Star Wars, Christ the King and Advent Calendars
I’ve experienced a familiar challenge in recent weeks; trying to find Advent calendars for our grand-daughters which have even a remote connection with…well, Advent. Paw Patrol, Star Wars (really?!), Barbie (please NO!) all dominate the marketplace to the exclusion of anything that actually pertains to the sacred season itself.
The unexpected benefit of being confronted with what Advent clearly is not, is the challenge to reflect on what it is…what is its meaning, in my own faith journey? And this Advent, how might I “prepare the way for the Lord’s coming” in a meaningful, intentional way?
To begin with, wrapping up the liturgical year with the feast of Christ the King always seems to stir a little tension within me. It seems we’ve been confronted repeatedly, especially during recent times, with ways in which the image of Christ the King appropriated often within the Church (and, I admit, within my own sinful tendencies personally) has been an inauthentic, a false image.
An example of what Ignatius and St. Paul have both described as “an angel of darkness clothed as an angel of light”. The kind of king who allows us to “dress in fine robes while Christ stands naked outside” (St. John Chrysostom).
This king reflects not humility but triumphalism, not detachment but consumption, not loving inclusion of all but of judgmentalism and exclusivity. And in this Christ the “neither male nor female” principle of St. Paul is controverted, and “he” is unapologetically and inarguably male, with “female” painfully absent; absent as woman, yes, but also as anima – as feminine spirit.
Here is a king who is above it all, inaccessible to the loving intimacy which is the deepest expression of the heart of God in the life of humanity. And the false image of ourselves follows inexorably: we are the privileged ones who can simply bask in the reflected glory of this king.
John English S.J. once wrote that “images have the power to move the heart and bring about transformation” and I take great hope from, and am so very grateful for, the many ways in which so many women and men in the Church keep calling us back to the true image of Christ as King.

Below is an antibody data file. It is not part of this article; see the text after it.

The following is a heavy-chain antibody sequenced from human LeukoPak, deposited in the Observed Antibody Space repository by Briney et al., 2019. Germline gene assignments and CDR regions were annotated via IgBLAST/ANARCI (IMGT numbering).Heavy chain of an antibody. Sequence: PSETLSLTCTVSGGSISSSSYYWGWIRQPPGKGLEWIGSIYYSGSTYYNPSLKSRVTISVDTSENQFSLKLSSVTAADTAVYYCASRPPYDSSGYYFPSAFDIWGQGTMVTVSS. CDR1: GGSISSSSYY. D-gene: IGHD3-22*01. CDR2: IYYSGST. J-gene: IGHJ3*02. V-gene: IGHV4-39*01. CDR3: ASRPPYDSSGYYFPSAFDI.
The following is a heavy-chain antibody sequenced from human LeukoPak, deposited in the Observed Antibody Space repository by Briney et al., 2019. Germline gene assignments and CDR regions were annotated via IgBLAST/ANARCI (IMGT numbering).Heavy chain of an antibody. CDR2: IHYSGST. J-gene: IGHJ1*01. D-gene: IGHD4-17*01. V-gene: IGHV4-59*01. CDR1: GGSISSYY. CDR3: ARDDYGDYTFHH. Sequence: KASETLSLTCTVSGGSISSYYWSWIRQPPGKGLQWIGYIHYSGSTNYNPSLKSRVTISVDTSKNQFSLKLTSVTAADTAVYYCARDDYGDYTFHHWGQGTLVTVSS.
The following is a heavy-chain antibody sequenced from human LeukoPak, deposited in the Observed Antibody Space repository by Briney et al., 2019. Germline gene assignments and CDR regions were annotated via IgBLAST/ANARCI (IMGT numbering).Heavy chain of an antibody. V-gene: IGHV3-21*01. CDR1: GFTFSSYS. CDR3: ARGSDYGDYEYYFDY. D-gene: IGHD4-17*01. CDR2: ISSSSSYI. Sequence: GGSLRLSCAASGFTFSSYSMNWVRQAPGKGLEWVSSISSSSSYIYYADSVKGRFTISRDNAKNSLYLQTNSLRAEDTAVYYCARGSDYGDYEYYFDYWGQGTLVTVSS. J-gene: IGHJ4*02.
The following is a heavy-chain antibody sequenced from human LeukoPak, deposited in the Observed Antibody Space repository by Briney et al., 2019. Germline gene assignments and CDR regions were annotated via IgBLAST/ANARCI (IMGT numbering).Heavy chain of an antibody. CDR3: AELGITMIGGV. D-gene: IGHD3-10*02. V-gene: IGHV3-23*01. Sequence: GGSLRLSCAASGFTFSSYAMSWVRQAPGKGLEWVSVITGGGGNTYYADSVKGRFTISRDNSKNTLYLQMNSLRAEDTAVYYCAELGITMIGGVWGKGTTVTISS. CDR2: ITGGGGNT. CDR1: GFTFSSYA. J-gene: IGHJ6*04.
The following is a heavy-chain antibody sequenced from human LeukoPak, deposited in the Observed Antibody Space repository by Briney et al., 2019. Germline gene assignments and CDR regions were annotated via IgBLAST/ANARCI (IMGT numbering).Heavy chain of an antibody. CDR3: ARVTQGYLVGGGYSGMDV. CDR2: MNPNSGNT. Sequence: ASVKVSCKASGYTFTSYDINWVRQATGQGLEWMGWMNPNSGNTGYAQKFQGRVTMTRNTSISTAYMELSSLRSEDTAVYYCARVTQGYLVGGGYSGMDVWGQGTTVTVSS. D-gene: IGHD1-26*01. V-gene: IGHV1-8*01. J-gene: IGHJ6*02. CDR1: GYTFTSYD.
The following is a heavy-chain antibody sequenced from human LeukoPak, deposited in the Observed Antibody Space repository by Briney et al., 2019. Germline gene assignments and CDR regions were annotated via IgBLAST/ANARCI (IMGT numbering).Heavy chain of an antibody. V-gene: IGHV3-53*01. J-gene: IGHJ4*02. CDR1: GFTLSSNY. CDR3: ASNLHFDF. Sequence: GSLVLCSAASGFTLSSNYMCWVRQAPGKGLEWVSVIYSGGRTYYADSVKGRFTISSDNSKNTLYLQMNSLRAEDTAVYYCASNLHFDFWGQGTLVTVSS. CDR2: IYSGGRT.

The King to whom Ignatius constantly directs us, and the very King who Christ in fact is; the humble leader who, by self-self-emptying example and by His extravagant grace, imbues in us the longing to collaborate with God in God’s labour of love in the world.
Pope Francis has asked us to pray deeply for our Church, especially during these times. I think of this particular Advent season as a kind of bridge between this feast of Christ the King, and the feast in December when together we sing of “glory to our new-born king”.
It seems a good time to pray that increasingly the image of “Christ the King” will be purified within the institutional Church, which Francis seeks so earnestly to reform, and within the hearts of each of us in our longing to bring about Christ’s reign of love.
The Preface from the liturgy of Christ the King describes this reign well; “an eternal and universal kingdom, a kingdom of truth and life, a kingdom of holiness and grace, a kingdom of justice, love, and peace.”
Perhaps we can also look at Advent as that liminal space from which we have enough perspective to look back several months to the moment when the loving plan of the Trinity first began take flesh; to that extraordinary young woman, Myriam, who on our behalf said “yes” to the God “who scattered the proud…put down the mighty …exalted the lowly…and sent the rich away empty”.
(As a citizen of one of the proudest, most prosperous and most empowered nations in history, this proclamation unsettles me every time!!!)
And a space from which we can look forward with trust to the experience again and again of the Trinity risking vulnerability for us, the Holy Selfgiving so profoundly articulated and enfleshed in the great feast for which Advent prepares us.
In a social economy where cynicism is traded far too readily, I hope to help inspire in my grand-daughters this gift of discerning trust. Trust in the constancy of God’s gifting of God’s very Self to the world. The kind of trust to which Thomas Keating referred when he wrote: “when you trust that we are all part of something beautiful beyond our wildest imagination, you will find healing”.
Beats the heck out of an Advent calendar!